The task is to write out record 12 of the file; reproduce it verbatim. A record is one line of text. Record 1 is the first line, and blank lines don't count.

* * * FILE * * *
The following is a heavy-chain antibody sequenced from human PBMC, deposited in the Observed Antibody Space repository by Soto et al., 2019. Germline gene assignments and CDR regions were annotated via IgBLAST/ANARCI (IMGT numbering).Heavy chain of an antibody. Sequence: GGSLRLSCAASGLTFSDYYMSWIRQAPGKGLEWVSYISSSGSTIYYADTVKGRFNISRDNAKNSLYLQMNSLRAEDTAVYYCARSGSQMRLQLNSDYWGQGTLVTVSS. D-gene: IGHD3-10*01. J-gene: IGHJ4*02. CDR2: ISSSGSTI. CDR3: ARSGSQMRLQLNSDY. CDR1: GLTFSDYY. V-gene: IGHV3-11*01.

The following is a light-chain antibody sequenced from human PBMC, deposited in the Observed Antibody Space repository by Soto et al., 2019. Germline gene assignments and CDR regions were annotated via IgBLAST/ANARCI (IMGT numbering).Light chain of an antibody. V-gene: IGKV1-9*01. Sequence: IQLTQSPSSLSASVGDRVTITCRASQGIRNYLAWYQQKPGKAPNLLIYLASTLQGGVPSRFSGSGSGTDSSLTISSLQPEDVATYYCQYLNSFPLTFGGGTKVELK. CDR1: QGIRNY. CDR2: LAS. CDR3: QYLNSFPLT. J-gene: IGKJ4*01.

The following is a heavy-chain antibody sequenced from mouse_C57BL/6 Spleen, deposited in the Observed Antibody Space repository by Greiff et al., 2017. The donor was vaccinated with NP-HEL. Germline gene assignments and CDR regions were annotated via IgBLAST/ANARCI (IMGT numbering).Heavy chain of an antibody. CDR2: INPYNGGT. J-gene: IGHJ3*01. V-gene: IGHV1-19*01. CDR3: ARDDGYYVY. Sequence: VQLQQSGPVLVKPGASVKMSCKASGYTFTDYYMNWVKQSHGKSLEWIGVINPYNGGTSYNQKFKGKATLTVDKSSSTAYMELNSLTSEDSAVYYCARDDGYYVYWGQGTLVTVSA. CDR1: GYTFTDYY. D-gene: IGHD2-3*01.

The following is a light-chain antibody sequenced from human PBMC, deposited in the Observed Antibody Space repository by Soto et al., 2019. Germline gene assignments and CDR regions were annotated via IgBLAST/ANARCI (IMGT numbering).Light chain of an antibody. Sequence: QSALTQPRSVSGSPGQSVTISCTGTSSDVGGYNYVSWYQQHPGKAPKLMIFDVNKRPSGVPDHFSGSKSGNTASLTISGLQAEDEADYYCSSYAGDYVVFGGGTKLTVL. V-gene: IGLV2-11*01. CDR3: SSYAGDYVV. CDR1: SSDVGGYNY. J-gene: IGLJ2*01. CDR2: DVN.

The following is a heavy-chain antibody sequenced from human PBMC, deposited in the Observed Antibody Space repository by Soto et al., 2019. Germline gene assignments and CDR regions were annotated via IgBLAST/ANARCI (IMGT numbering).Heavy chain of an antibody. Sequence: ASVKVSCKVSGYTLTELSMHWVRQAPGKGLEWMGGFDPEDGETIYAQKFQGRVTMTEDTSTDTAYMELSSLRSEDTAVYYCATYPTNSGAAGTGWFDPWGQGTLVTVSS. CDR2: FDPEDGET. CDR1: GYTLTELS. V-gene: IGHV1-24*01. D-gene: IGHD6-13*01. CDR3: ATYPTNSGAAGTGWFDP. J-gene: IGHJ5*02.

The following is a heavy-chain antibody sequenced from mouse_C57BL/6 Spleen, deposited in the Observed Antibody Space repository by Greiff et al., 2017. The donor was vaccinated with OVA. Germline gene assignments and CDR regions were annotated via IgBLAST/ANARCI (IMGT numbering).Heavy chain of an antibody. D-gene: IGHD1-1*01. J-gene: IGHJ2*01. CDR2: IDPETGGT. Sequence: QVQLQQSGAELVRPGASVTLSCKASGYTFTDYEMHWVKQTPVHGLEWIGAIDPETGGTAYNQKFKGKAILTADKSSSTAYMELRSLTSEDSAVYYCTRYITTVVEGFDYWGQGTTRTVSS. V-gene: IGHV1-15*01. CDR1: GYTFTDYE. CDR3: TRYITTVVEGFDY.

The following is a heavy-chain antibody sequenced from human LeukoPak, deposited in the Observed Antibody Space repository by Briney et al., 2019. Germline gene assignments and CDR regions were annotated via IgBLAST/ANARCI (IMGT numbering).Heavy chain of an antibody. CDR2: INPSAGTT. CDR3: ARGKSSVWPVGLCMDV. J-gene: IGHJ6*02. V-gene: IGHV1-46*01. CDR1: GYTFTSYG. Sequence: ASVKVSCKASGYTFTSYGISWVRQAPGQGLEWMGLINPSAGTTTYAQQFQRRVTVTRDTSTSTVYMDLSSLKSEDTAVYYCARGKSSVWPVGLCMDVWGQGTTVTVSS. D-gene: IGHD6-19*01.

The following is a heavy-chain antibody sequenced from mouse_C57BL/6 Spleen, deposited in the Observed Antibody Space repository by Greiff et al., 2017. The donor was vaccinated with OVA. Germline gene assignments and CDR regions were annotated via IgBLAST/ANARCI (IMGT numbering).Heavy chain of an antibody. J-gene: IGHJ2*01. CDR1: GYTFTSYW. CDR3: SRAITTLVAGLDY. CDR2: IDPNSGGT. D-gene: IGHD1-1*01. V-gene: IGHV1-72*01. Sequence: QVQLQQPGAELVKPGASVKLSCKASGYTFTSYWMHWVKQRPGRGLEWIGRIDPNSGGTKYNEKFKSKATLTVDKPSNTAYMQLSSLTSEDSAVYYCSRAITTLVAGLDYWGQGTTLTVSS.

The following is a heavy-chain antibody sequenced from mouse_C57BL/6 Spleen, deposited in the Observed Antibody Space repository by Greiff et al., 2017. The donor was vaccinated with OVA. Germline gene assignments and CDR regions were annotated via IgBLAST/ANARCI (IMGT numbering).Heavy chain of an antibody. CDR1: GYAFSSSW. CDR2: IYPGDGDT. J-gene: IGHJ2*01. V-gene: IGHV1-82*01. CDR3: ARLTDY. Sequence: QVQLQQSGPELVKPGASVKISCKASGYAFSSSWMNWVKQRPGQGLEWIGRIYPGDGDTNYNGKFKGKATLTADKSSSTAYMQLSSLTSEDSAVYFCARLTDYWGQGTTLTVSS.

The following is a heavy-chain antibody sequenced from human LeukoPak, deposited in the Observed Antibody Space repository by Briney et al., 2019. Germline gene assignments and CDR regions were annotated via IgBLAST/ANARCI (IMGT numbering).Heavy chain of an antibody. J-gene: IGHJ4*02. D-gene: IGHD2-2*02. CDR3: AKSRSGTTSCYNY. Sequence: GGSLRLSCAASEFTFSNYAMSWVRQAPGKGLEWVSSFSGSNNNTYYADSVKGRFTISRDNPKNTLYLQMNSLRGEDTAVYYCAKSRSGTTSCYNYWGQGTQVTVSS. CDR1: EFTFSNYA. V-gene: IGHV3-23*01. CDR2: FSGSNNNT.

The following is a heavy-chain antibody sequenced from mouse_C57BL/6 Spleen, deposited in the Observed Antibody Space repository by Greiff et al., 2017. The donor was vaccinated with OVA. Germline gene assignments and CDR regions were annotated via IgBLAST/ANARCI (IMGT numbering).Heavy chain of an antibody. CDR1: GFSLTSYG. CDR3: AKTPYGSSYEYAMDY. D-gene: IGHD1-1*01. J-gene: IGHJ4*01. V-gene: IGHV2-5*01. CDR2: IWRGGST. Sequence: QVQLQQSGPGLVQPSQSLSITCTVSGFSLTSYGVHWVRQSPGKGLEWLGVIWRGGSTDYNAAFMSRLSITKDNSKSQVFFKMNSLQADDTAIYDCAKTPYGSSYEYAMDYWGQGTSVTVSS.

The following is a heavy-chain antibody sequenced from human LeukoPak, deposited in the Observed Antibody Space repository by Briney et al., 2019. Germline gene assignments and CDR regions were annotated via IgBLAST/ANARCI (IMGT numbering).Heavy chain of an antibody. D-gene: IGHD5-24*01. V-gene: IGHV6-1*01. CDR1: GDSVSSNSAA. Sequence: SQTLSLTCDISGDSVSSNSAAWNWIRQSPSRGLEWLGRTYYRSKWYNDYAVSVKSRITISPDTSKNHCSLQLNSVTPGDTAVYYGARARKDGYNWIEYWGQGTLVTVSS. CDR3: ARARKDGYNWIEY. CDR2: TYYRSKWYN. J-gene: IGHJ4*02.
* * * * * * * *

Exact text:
The following is a heavy-chain antibody sequenced from human LeukoPak, deposited in the Observed Antibody Space repository by Briney et al., 2019. Germline gene assignments and CDR regions were annotated via IgBLAST/ANARCI (IMGT numbering).Heavy chain of an antibody. D-gene: IGHD5-24*01. V-gene: IGHV6-1*01. CDR1: GDSVSSNSAA. Sequence: SQTLSLTCDISGDSVSSNSAAWNWIRQSPSRGLEWLGRTYYRSKWYNDYAVSVKSRITISPDTSKNHCSLQLNSVTPGDTAVYYGARARKDGYNWIEYWGQGTLVTVSS. CDR3: ARARKDGYNWIEY. CDR2: TYYRSKWYN. J-gene: IGHJ4*02.